In China, Goldman Sachs Is a ‘Manchurian Tiger’


Presumably because in China, vampire squid are something delicious that you eat on top of rice, Chinese author Li Delin compares Goldman Sachs to a different, more regionally appropriate dangerous animal in his best-selling new book, The Goldman Sachs Conspiracy, which accuses the firm of wanting to "kill China," among other predictable allegations. "Like a fox chewing a bone, Goldman Sachs knows the rules of the game and when to go for your neck," he says at one point, and because that image is not frightening enough,

With the "cruel character of a Manchurian tiger, the group creeps around the world, like a veteran hunter stalking its prey, when it smells blood it pounces!"

Goldman spokesman Lucas Van Praag notes with disappointment that the author neglected to compare the firm to the much-discussed and elusive toy hamster Zhu Zhu Pets, and assures Daily Intel the firm has "no plan to 'kill China' or to sue the author of this rather strange book." Which, frankly, opens up a thrilling world of possibilities.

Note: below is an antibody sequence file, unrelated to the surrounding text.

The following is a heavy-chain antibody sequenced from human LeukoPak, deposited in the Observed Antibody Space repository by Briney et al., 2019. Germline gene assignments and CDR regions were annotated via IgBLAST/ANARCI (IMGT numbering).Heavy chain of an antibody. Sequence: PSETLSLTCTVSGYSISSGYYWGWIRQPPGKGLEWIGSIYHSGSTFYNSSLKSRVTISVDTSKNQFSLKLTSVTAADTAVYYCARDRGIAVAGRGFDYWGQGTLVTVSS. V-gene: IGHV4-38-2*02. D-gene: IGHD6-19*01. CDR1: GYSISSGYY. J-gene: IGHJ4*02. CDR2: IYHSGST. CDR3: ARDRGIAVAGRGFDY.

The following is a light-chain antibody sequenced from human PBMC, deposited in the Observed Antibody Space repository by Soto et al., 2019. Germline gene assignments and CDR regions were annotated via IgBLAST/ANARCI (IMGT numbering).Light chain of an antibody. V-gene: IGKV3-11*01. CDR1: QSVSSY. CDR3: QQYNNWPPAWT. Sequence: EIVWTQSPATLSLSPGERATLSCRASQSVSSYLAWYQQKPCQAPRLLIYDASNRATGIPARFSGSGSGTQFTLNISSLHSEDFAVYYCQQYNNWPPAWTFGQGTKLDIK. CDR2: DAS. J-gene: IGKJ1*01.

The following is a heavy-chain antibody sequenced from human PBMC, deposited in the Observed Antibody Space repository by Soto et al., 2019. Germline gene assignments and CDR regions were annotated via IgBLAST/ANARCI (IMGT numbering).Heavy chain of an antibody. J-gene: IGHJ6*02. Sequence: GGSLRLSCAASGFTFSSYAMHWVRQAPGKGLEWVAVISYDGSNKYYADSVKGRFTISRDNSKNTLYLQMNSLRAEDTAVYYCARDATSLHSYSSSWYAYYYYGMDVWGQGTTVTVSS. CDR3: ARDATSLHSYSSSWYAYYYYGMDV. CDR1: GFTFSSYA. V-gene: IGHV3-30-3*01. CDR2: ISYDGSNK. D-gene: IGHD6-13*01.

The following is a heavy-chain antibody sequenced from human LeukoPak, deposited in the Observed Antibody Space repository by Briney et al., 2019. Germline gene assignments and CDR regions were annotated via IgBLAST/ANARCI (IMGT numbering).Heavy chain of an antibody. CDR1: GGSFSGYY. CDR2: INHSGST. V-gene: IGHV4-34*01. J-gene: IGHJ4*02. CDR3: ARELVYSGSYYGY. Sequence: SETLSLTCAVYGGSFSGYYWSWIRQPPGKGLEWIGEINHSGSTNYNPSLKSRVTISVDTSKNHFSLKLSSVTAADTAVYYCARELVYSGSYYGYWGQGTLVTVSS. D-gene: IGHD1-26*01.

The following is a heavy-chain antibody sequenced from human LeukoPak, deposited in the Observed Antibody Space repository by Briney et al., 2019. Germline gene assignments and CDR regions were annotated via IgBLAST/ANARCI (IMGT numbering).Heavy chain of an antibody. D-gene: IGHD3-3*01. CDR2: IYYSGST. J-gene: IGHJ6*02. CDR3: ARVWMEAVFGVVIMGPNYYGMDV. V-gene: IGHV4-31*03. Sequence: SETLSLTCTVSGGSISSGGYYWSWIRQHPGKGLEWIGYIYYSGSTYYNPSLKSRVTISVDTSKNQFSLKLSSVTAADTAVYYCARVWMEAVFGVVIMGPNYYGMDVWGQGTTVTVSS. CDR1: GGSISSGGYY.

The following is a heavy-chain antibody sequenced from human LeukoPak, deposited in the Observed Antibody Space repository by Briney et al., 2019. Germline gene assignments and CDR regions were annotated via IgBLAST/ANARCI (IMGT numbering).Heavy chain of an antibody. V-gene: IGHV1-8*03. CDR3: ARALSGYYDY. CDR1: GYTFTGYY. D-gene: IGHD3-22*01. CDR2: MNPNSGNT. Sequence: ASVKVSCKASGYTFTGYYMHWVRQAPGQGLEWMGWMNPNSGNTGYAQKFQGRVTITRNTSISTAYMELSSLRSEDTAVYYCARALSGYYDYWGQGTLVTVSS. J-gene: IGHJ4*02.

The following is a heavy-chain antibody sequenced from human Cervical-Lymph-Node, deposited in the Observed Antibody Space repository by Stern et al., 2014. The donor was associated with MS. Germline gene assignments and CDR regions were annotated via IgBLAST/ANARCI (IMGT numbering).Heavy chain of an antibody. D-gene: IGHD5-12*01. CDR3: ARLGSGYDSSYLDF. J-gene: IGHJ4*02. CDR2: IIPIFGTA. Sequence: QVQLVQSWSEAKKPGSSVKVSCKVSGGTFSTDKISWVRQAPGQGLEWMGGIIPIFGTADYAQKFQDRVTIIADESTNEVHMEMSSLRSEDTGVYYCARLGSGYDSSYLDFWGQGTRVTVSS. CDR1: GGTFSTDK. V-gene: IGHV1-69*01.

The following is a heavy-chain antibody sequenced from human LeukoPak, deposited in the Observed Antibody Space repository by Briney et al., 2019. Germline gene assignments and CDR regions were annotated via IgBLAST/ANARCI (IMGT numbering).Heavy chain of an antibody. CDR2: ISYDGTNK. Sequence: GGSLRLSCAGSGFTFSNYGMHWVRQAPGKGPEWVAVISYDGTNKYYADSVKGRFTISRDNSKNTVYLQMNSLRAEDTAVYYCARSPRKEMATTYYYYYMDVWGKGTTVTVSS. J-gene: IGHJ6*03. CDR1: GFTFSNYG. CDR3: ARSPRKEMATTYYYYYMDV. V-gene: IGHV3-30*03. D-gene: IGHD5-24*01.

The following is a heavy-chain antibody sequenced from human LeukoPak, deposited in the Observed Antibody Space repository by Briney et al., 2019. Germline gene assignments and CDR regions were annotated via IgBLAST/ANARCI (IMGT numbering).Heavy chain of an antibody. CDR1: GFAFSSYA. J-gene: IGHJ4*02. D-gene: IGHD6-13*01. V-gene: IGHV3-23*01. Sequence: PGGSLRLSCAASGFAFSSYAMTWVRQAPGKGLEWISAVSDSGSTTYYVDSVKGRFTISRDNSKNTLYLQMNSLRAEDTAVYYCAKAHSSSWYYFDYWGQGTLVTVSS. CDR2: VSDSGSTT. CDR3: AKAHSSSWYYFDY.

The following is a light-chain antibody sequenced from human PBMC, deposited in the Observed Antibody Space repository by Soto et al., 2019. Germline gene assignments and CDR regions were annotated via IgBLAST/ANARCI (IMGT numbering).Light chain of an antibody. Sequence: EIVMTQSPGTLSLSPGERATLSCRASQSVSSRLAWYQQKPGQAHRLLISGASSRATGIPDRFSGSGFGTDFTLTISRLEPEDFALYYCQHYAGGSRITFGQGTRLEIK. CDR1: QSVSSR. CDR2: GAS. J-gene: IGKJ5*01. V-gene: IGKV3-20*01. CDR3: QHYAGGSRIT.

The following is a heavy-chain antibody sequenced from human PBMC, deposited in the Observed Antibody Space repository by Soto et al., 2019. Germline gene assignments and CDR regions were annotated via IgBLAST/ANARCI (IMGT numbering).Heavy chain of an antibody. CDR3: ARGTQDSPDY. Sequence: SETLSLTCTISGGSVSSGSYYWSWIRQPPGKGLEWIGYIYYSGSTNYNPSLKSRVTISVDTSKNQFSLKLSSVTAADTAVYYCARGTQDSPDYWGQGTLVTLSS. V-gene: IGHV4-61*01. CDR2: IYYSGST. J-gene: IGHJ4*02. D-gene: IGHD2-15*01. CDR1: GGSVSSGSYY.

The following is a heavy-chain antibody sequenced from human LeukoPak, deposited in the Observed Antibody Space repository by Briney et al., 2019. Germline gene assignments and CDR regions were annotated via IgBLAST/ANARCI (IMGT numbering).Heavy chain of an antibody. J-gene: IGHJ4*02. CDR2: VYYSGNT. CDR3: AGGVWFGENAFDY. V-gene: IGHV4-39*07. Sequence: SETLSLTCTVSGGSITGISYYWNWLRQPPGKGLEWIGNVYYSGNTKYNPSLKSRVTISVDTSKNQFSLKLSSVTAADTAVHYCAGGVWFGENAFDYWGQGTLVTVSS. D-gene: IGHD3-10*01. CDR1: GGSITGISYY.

What other forms might the mythical Goldman Sachs take as stories of its cruel mischief spread unfettered around the globe, like folk tales translated in different tongues? Perhaps in East Africa, it will be described as: "A mosquito that sucks out the lifeblood of the economy while simultaneously imparting disease." In South America, will they say: "Like the candiru, Goldman Sachs swims into the urethra of the markets and causes its victims to clutch their groins in great pain"? In France: "Like the fabled Beast of Gévaudan, it terrorizes the economy with its formidable teeth, all the while emitting an unbearable stench"? We can only hope.

Chinese Bestseller Slams Goldman Sachs For Crisis [NPR]